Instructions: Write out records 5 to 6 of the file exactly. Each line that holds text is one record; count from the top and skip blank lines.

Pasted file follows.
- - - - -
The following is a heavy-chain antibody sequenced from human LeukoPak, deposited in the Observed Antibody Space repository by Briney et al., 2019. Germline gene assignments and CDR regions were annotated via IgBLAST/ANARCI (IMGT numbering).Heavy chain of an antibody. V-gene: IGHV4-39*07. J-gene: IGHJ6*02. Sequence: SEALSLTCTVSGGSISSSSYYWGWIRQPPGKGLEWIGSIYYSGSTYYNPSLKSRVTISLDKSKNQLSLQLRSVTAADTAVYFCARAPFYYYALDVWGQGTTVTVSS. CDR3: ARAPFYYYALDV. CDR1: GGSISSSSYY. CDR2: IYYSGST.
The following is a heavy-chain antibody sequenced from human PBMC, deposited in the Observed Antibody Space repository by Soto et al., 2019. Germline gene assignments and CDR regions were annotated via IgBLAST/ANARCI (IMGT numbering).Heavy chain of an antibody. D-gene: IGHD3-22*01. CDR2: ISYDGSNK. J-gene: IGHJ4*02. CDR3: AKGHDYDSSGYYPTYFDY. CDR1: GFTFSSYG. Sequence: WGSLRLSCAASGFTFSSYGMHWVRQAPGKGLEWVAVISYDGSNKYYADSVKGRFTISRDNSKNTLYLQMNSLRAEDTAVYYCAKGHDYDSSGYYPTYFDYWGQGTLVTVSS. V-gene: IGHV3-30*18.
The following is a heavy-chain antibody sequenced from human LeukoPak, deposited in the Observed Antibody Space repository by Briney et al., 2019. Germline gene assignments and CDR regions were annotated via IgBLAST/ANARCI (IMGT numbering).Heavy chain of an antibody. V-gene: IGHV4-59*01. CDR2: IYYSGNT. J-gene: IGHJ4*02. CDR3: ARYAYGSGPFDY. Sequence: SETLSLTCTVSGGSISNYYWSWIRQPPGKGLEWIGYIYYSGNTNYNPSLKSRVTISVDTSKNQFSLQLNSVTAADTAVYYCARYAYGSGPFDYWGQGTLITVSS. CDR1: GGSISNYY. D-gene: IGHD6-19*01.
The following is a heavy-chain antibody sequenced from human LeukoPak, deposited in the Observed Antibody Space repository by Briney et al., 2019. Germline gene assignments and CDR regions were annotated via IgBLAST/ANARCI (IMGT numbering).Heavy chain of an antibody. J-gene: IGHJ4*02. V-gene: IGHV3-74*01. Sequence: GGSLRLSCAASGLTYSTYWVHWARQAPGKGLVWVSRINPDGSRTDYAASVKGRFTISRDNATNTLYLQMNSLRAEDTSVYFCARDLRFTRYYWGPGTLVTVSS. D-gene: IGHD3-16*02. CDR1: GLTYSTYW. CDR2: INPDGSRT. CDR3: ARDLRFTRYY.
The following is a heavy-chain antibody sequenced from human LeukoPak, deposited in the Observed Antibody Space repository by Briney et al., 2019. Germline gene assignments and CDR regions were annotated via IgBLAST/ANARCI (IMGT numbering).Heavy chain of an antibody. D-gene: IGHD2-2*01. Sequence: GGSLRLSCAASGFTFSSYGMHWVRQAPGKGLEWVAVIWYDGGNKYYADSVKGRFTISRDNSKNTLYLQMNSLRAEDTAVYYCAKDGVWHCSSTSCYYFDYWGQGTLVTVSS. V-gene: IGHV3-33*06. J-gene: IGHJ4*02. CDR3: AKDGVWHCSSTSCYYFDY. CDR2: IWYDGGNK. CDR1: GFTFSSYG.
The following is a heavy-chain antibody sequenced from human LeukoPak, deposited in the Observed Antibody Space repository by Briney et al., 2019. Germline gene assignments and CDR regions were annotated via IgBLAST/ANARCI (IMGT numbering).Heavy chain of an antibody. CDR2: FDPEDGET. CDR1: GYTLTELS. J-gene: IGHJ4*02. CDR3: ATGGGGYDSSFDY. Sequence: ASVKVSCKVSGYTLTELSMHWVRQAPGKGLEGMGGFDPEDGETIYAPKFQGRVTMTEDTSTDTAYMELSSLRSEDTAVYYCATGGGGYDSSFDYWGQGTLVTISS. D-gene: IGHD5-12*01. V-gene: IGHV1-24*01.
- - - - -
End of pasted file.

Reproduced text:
The following is a heavy-chain antibody sequenced from human LeukoPak, deposited in the Observed Antibody Space repository by Briney et al., 2019. Germline gene assignments and CDR regions were annotated via IgBLAST/ANARCI (IMGT numbering).Heavy chain of an antibody. D-gene: IGHD2-2*01. Sequence: GGSLRLSCAASGFTFSSYGMHWVRQAPGKGLEWVAVIWYDGGNKYYADSVKGRFTISRDNSKNTLYLQMNSLRAEDTAVYYCAKDGVWHCSSTSCYYFDYWGQGTLVTVSS. V-gene: IGHV3-33*06. J-gene: IGHJ4*02. CDR3: AKDGVWHCSSTSCYYFDY. CDR2: IWYDGGNK. CDR1: GFTFSSYG.
The following is a heavy-chain antibody sequenced from human LeukoPak, deposited in the Observed Antibody Space repository by Briney et al., 2019. Germline gene assignments and CDR regions were annotated via IgBLAST/ANARCI (IMGT numbering).Heavy chain of an antibody. CDR2: FDPEDGET. CDR1: GYTLTELS. J-gene: IGHJ4*02. CDR3: ATGGGGYDSSFDY. Sequence: ASVKVSCKVSGYTLTELSMHWVRQAPGKGLEGMGGFDPEDGETIYAPKFQGRVTMTEDTSTDTAYMELSSLRSEDTAVYYCATGGGGYDSSFDYWGQGTLVTISS. D-gene: IGHD5-12*01. V-gene: IGHV1-24*01.